U.S. Treasury debt prices rose on Friday as the previous session's sell-off lured bargain-minded investors and dealers bought bonds to exit hedges on the corporate debt issues they underwrote this week.
A private report showing Americans' anxiety about the economy at its highest in more than a year undercut optimism arising from upbeat housing data earlier this week, reviving some safe-haven bids for government debt.
Treasurys prices briefly extended Thursday's losses overnight on better-than-expected growth data from China. The world's second-biggest economy, while recording its weakest growth in 13 years in 2012, captured momentum in the fourth quarter to set up for a growth pickup in 2013. (Read More: China Picks Up Foreign Assets at Record Pace)
"We hit the top range overnight, but it wasn't enough to push yields higher. It's just part of the retracement from the sell-off yesterday," said Gennadiy Goldberg, an interest rate strategist with TD Securities in New York.
Benchmark 10-year Treasury notes were last up 11/32 in price at 98-1/32. The yield fell 4 basis points on the day to 1.845 percent after touching a session high of 1.896 percent.
On the week, the 10-year yield dipped 2 basis points but was still 9 basis points higher than at the end of 2012.
Treasury yields fell partly on Wall Street dealers buying government debt to exit interest rate hedges or "rate locks" on the corporate supply they helped sell, traders said.
Companies raised $35 billion in the U.S. high-grade corporate bond market this week, the ninth-busiest week ever for the sector, according to IFR, a unit of Thomson Reuters.
U.S. financial markets will close on Monday in observance of Martin Luther King Jr. Day.
Bond prices gradually recovered from their earlier lows as traders bought Treasurys to profit from the Federal Reserve's daily bond purchase. The U.S. central bank bought $1.57 billion in long-dated debt, part of its $45 billion monthly program aimed at stimulating the economy and lowering unemployment. (Read More: What Will It Take to Get the Fed to Stop Easing?)
Anxiety about whether Congress will raise the $16.4 trillion federal debt ceiling was another factor that has pushed benchmark yields from their eight-month highs in early January.
Some investors bought more Treasurys to hedge against weaker U.S. growth if the federal government were to default on its debt and enact a series of spending cuts because it cannot raise more cash.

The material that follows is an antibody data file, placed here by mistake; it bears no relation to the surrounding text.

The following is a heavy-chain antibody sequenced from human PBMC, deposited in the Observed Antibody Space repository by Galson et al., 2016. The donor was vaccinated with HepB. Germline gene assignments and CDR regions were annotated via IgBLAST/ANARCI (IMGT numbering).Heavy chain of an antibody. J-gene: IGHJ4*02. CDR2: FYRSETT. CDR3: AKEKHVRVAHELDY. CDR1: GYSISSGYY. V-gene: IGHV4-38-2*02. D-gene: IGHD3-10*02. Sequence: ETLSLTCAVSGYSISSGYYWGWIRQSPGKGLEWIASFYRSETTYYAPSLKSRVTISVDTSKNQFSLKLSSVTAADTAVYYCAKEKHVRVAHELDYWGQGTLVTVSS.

However, others reckoned a U.S. default would damage the long-term appeal of Treasurys and cause a further downgrade to its credit rating.
In the credit default swap market, the five-year cost to insure against a U.S. default hovered at 44 basis points, its highest since August 2011 during the first debt ceiling fight between U.S. President Barack Obama and Republican lawmakers, according to data firm Markit.
Amid worries over another showdown in Washington that could undermine a sluggish U.S. recovery, the top Republican in the U.S. House of Representatives, Eric Cantor, said on Friday his chamber of Congress will consider a bill next week to temporarily increase the borrowing limit for three months in order to pressure the Senate to pass a budget with spending cuts.
It is unclear whether this proposal will pass the House, and analysts pointed out it does not remove the deadline for a series of steep spending reductions - known as sequestration - to kick in on March 1.
"It's primarily a political move. It doesn't take the sequestration off the table," said Jennifer Vail, head of fixed income at U.S. Bank's Wealth Management Group in Minneapolis.
Talk of a vote for a temporary debt ceiling increase helped lower the interest rates on Treasury bills due in late February and March. The rates on these T-bill issues had risen on worries the U.S. Treasury Department might not repay them on time when they mature just as the government hits its debt limit.
Bills maturing in late February to March fell as much 3 basis points from late Thursday to 0.045 to 0.725 percent, according to Tradeweb.